Now, as far as gaming goes on this laptop, we ran a couple of DX11, DX12, and Vulkan titles on the default Turbo/Performance/Silent modes, on FHD (on the laptop’s display) and QHD (on external monitor) resolutions. Here’s what we got:

Core i7-10875H + RTX 2080 Super 150W FHD Turbo FHD Turbo UV FHD Performance FHD Silent QHD Turbo, external
Battlefield V (DX 12, Ultra Preset, Ray-Tracing OFF) 138 fps (96 fps – 1% low) 130 fps (111 fps – 1% low) 122 fps (103 fps – 1% low) 109 fps (64 fps – 1% low)
Battlefield V (DX 12, Ultra Preset, Ray-Tracing ON, DLSS OFF) 75 fps (56 fps – 1% low) 67 fps (56 fps – 1% low) 60 fps (50 fps – 1% low)
Far Cry 5 (DX 11, Ultra Preset, SMAA) 105 fps (78 fps – 1% low) 115 fps (81 fps – 1% low) 110 fps (81 fps – 1% low) 97 fps (57 fps – 1% low) 98 fps (59 fps – 1% low)
Middle Earth: Shadow of Mordor (DX 11, Ultra Preset) 219 fps (141 fps – 1% low) 229 fps (146 fps – 1% low) 239 fps (154 fps – 1% low) 182 fps (110 fps – 1% low) 209 fps (150 fps – 1% low)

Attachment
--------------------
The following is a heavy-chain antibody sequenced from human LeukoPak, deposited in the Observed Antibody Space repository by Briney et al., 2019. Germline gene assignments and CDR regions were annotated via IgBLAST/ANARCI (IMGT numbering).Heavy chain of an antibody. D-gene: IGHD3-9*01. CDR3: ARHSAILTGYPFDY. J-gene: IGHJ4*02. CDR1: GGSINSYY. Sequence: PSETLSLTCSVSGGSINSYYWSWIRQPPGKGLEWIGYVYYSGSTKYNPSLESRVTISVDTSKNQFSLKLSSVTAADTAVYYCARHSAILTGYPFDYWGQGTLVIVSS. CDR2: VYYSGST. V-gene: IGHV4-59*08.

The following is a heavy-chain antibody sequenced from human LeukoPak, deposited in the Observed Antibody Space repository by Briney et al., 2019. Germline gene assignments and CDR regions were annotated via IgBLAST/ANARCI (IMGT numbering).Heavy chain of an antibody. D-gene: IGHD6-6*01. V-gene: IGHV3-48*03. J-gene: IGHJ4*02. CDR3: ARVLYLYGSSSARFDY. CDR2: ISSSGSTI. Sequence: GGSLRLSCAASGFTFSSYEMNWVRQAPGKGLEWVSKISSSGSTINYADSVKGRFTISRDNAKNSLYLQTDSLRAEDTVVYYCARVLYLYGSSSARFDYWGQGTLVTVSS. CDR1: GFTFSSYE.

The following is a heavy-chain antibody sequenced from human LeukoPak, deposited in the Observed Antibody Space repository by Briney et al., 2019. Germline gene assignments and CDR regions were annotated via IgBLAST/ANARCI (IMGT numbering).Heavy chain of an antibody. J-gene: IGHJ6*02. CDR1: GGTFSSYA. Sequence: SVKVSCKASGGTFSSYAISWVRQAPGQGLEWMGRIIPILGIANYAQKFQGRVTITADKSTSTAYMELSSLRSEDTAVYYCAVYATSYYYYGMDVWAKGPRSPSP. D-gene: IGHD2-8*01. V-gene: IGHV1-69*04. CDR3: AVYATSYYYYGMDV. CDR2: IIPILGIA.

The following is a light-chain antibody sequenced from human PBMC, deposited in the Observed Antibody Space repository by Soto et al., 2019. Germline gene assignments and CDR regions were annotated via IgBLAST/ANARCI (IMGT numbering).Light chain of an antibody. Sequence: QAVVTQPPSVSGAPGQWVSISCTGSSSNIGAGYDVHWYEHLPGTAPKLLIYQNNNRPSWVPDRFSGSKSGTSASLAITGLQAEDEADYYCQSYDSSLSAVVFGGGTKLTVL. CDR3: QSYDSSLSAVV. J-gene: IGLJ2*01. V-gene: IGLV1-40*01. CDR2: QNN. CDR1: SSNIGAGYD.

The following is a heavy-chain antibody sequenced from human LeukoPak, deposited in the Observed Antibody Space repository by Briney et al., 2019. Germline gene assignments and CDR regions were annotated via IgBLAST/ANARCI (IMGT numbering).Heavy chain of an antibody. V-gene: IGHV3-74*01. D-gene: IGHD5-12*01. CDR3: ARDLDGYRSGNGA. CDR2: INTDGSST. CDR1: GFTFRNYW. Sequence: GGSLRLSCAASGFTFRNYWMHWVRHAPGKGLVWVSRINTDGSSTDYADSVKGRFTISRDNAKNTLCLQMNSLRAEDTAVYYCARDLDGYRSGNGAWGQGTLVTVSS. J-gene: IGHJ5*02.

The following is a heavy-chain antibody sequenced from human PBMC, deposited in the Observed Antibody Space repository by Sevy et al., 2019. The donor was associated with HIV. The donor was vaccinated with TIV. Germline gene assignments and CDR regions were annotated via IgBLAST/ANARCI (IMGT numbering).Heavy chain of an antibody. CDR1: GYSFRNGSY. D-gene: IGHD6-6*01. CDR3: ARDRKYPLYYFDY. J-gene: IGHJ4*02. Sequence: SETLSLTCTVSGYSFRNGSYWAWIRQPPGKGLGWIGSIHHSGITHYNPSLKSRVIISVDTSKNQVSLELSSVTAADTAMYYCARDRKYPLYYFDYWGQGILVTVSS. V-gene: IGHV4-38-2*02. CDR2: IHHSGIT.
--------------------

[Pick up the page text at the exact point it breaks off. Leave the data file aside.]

Red Dead Redemption 2 (DX 12, Ultra Optimized, TAA) 90 fps (71 fps – 1% low) 103 fps (78 fps – 1% low) 85 fps (66 fps – 1% low) 76 fps (53 fps – 1% low) 91 fps (66 fps – 1% low)
Rise of Tomb Raider (DX 12, Very High Preset, FXAA) 135 fps (74 fps – 1% low) 137 fps (74 fps – 1% low) 132 fps (61 fps – 1% low) 115 fps (56 fps – 1% low) 111 fps (70 fps – 1% low)
Shadow of Tomb Raider (DX 12, Highest Preset, TAA) 113 fps (77 fps – 1% low) 118 fps (82 fps – 1% low) 113 fps (75 fps – 1% low) 103 fps (54 fps – 1% low) 84 fps (66 fps – 1% low)
Strange Brigade (Vulkan, Ultra Preset) 186 fps (136 fps – 1% low) 192 fps (142 fps – 1% low) 178 fps (132 fps – 1% low) 173 fps (122 fps – 1% low)
The Witcher 3: Wild Hunt (DX 11, Ultra Preset, Hairworks On 4) 98-132 min-max fps